The responsibility rests with patients to contact CANSA for assistance. Read more...

Tshwane Cycle Classic Route Announced

The route for the 2018 Tshwane Classic has been tweaked to decrease the impact on the city and create a hassle-free, traffic free cycling environment. The City of Tshwane has again confirmed total road closure for the race which takes place on 4 November this year.

The city’s signature mass participation cycling event is presented in association with the City of Tshwane, Jacaranda FM and Sun Time Square. With the second chapter set to unfold on 4 November this year the city fathers are eager to promote the nation’s capital and its rich historical legacy.

After attracting a field of 5000 riders in its inaugural year, the city has a well thought out sustainable plan for the 98km and 50km events, which they aim to grow into one of the big city events in the country within the next two years.

Besides the racing aspect, which will see total road closure to ensure rider safety, race director, Darren Herbst, said they wanted to promote the historical significance of Pretoria.

“After a successful inaugural Tshwane Classic in 2017, the organisational team and numerous city stakeholders have been hard at work looking at ways to improve the route and add to this amazing experience,” said Herbst.

“2017 was a milestone for the City of Tshwane and our team. After more than a year of planning we managed to present the first full road closure city cycling race in Tshwane and this was made possible with massive support of the city.

“Since November last year we have received a lot of great feedback and constructive advice from cyclists and the public. We took it all to heart and used it as the basis for changes to the event and route for this year,” he said.

Outlining the changes, Herbst said the tweaks are exciting. “The revamped route will provide an even better experience for competitors.

“It goes without saying that safety is paramount, and we again have the full support of the City of Tshwane and all the relevant departments. This includes Tshwane Metro, Disaster Management, Medical, SAPS and various other structures who will ensure successful implementation of full road closure and keeping cyclists safe.”

In the first route change the direction going out towards Hartbeespoort is different to 2017. “This year we’re not going out and back on the N4 freeway towards Hartbeespoort, but rather accessing the N4 from the newly resurfaced R511 and then popping onto the N4 back towards Pretoria.”

The R511 is being resurfaced and according to Herbst it will be done by race day. “This 16km stretch is cycling heaven. At 38km it’s the highest point of the race after which riders have a winding 6km decent into the valley and onto the N4 at 54km,” he said.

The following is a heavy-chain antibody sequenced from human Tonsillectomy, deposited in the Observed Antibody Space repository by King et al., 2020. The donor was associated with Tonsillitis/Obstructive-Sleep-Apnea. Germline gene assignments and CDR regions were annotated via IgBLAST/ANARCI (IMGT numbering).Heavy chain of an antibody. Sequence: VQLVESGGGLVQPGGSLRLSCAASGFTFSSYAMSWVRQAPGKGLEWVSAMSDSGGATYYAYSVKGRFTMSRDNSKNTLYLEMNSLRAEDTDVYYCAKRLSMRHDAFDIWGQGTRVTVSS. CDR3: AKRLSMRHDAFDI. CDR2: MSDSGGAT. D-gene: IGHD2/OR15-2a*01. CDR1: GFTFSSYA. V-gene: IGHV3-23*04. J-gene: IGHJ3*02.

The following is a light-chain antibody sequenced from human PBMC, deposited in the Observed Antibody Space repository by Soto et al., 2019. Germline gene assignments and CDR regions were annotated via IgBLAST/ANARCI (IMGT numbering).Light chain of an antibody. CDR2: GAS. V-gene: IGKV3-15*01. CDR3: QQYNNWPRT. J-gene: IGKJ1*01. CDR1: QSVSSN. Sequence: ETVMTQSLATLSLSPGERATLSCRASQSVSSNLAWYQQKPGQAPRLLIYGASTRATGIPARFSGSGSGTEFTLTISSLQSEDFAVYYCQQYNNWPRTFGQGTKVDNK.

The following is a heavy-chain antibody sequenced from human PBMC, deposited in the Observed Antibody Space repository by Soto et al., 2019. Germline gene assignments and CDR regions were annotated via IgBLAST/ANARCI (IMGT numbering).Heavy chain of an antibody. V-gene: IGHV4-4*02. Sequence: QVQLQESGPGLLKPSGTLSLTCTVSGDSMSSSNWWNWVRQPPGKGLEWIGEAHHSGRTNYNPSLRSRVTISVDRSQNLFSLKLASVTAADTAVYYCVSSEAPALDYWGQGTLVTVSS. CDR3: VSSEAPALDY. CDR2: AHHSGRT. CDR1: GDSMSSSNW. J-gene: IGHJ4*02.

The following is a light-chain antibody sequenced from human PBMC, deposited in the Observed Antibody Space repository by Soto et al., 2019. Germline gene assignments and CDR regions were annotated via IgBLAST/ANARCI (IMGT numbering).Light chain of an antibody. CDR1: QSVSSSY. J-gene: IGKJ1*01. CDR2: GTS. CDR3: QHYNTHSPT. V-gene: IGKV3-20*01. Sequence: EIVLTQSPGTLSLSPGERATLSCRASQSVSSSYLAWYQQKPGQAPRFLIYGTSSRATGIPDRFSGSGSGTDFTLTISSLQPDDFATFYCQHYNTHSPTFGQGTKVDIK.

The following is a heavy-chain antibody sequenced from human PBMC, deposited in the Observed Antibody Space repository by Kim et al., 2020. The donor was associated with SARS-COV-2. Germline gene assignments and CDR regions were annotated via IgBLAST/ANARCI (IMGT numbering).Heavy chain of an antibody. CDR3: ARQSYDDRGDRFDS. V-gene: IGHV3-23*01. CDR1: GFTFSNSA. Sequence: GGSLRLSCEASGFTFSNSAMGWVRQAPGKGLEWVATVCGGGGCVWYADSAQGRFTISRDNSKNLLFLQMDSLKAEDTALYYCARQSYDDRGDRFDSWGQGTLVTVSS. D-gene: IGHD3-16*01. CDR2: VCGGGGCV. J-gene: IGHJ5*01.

The new direction to Hartbeespoort has added in extra distance in the first half of the race, which has enabled the organisation to cut out the Wonderboom loop where they had a few challenges with taxis last year.

“The Tom Jenkins ascent presents itself at approximately the same kilometer marker as last year – at 86km – so for the elites it will again provide a platform for attack while for fun riders it will remain the main obstacle within the last 10km.

“There are a number of famous landmarks along the route and we are working with the municipality to create awareness of these among riders.”

Herbst’s view is backed up by Tshwane executive mayor Solly Msimanga, who has said the Tshwane Metro had thrown its weight behind the race to make it an event to remember.

The route passes by several significant landmarks, starting with the Voortrekker Monument, which is the start and finish venue for the race.

Riders pass the Kgosi Mampuru ll Correctional Centre, which was formerly known as the Pretoria Central Prison.

The route takes cyclists past the Kruger statue in the centre of Church Square, a landmark commemorating former South African president Paul Kruger.

Also, on the route are the Union Buildings, which house the executive arm of the government, designed by Sir Herbert Baker and completed in 1913.

Another major landmark on the route is Freedom Park, which was completed in 2004 and is a memorial to honour those who sacrificed their lives for freedom.

It’s an event that celebrates and explores the South Africa’s diverse people.

Msimanga said they wanted to welcome all cyclists to their historical city. “As you can see, the city has many interesting attractions and places of historical value. This race is unique on the South African cycle calendar as it is also be a tourist route.”

While the elite riders and adults tackle the road races over distances of 98km and 60km, the younger generation will be fully catered for with a series of events within the race venue at the Voortrekker Monument.

Go to to view the route maps and profiles.

CANSA Active will be there providing sunscreen and promoting tips on how to be SunSmart. Come and get your CANSA Active gear and other merchandise too.